Next is the Lutheran freezer. It is an upright freezer.. It contains many jars of homemade enchilada sauce, some from red peppers, some from tomatillos, home rendered lard, 4 kinds of frozen ravioli we ordered from Colorado, 2 gallons of homemade broth, spinach, chard, peas, and shell-out beans from the garden, 4 contaners of bolognese sauce I made last weekend, blanched celeriac, tomato puree, chili, soup, stew, and other leftovers. Oh, and Mexican Popsicles.

    Then there is another but larger upright freezer for the garden strawberries and raspberries, a turkey, a duck, ground round, ground lamb, pork, and veal, two roasting chickens, chicken breasts, various beef roasts and steaks, oxtails for broth, two legs of lamb, cod and salmon filets, sea bass, scallops, and 20 jars of homemade pesto.

    The third freezer is a small chest freezer mainly for pork. There are roasts, ribs, pork shoulder in various forms, sausages, 4 lbs of coffee beans, and other miscellany that doesn’t fit in the other freezers.

    In the freezer on the kitchen fridge we have ice cream, yeast, baking supplies, and things we plan to use more immediately.

    I believe we are quite well stocked. It is ridiculous.

    Liked by 3 people

  3. Today is sausage making day, and Husband is finishing up the jerk pork he started yesterday. Those things will go in the Lutheran freezer when they are done.

    Liked by 2 people

      1. We bought it because we ran out of freezer storage when we were preparing meals for a weekend gathering of Lutheran seminary students from our synod at The Badlands Bible Camp. Husband also says it is because it is upright!

        Liked by 3 people

  4. I freeze and vacuum seal the blanched spinach in 10 oz packages because that is the amount called for in Julia Child’s spinach quiche recipe. The chard is blanched and sealed in 2.5 lb packages since that is how much I need for a pie of greens I make from The Splended Table. I want to make sure it is all usable and doesn’t languish and need to be thrown out.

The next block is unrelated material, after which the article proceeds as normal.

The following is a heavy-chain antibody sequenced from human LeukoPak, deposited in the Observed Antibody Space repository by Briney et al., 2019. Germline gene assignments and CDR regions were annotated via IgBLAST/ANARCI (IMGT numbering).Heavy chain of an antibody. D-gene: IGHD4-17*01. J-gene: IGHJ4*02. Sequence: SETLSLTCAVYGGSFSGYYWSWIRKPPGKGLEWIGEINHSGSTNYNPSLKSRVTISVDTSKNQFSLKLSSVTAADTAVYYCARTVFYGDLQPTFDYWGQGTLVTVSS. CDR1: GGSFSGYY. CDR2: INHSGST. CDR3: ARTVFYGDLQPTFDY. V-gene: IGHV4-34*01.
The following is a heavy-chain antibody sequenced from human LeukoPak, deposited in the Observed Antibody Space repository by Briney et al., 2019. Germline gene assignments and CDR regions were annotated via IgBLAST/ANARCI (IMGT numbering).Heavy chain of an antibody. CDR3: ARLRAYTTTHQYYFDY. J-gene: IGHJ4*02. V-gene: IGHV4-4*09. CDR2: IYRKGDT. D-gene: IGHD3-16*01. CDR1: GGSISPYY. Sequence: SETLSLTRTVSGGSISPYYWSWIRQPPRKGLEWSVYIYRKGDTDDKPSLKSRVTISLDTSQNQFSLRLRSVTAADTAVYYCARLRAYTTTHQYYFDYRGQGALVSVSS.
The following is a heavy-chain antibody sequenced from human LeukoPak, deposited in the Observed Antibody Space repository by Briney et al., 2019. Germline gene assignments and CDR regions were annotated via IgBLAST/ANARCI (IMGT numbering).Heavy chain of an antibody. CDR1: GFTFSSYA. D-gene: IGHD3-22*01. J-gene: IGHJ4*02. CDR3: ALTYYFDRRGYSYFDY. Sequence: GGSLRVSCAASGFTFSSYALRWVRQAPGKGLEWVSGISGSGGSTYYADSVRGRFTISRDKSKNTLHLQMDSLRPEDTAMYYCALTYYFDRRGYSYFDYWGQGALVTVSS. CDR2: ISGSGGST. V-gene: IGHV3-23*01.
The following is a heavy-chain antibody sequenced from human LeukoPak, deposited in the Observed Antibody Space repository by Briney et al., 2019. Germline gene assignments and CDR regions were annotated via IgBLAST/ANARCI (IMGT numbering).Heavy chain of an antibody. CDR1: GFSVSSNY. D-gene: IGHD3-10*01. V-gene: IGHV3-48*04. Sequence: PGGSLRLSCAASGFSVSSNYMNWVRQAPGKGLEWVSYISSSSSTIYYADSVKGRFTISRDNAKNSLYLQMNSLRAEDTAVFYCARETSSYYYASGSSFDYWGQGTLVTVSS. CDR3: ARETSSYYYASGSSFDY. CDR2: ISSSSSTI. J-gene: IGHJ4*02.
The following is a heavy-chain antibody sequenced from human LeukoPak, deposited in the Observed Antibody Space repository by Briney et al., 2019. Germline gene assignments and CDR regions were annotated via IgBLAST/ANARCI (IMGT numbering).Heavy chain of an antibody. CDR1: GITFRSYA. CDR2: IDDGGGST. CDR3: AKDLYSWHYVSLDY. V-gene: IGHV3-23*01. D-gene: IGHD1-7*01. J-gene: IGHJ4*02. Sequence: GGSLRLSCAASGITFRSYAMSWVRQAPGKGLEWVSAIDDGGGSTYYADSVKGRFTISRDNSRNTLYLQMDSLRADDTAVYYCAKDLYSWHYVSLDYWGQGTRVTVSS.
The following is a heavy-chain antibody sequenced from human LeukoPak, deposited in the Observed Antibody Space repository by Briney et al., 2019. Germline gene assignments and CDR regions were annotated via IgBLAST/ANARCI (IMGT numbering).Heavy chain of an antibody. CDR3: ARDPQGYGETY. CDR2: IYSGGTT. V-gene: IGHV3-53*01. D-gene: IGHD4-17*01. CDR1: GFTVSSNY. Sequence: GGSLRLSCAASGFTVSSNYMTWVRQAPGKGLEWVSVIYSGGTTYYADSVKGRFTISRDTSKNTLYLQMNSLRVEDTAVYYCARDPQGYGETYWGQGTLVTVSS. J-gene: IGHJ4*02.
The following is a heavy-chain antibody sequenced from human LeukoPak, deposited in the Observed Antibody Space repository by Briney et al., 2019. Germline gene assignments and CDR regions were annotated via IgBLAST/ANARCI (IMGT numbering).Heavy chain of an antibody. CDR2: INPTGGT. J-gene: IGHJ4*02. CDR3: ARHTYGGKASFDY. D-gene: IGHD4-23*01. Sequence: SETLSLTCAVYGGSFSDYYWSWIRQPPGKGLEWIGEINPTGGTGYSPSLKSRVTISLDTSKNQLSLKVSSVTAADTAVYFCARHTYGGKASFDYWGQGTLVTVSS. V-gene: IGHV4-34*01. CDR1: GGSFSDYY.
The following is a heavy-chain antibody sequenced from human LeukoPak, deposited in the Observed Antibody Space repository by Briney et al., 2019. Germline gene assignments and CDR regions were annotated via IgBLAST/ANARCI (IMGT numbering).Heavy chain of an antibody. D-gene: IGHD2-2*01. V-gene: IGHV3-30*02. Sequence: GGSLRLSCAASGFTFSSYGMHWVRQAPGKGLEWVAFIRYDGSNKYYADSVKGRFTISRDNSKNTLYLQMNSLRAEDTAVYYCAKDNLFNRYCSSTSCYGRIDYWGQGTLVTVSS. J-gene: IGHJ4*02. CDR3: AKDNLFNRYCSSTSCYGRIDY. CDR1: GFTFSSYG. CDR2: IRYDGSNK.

Liked by 3 people

      1. Yet one more way the pandemic affected us last summer. For the first time ever I didn’t have a couple of great big huge zucchinis that were given to me by coworkers. So no frozen zucchini for our zucchini cake this year.

        Liked by 1 person

  5. When I visited my cousins who lived on a farm near Magnolia, MN, I was sometimes surprised to find pocket gopher feet in their big freezer as I hunted for ice cream treats. This was during the 1960’s when the county offered a bounty for pocket gophers. My cousins brought in the feet of the gophers they caught to the county agent and collected their money.

    Liked by 3 people

    1. Gopher feet. Yep. Still happens. Next Tuesday are the Annual Township elections and Annual meetings. Happens in every township in every county in MN. And one of the agenda items is setting the gopher bounty. Around here some people will save all their gopher feet to take to the Viola Gopher Count.
      http://www.gophercount.com/
      It’s a big deal.
      But actually, any resident can bring their gopher feet to our meeting. We used to joke it was the new guys job to count them. Now we’ll pretty much take your word for it. Current bounty is $3.00 / pair.

      Liked by 3 people

  6. I can’t imagine having as much frozen food as Renee. My refrigerator has a bottom drawer freezer which is maybe 2/3 full – some skinless chicken breasts, a couple of No Name salmon filets, a bag of peas, a few small containers of homemade butternut squash soup, a small bag of brownie bites, a small bag of homemade oatmeal cookies, a Trader Joe’s roasted veggie pizza, a bag of Trader Joe’s chicken fried rice, 2 bags of dark sweet cherries, a bag of bagel thins, half filled ice cube trays (don’t use much ice in the winter), and 3 cold packs. Rather pathetic! During the summer there might be Ben & Jerry’s Cherry Garcia ice cream or some type of fruit juice bar.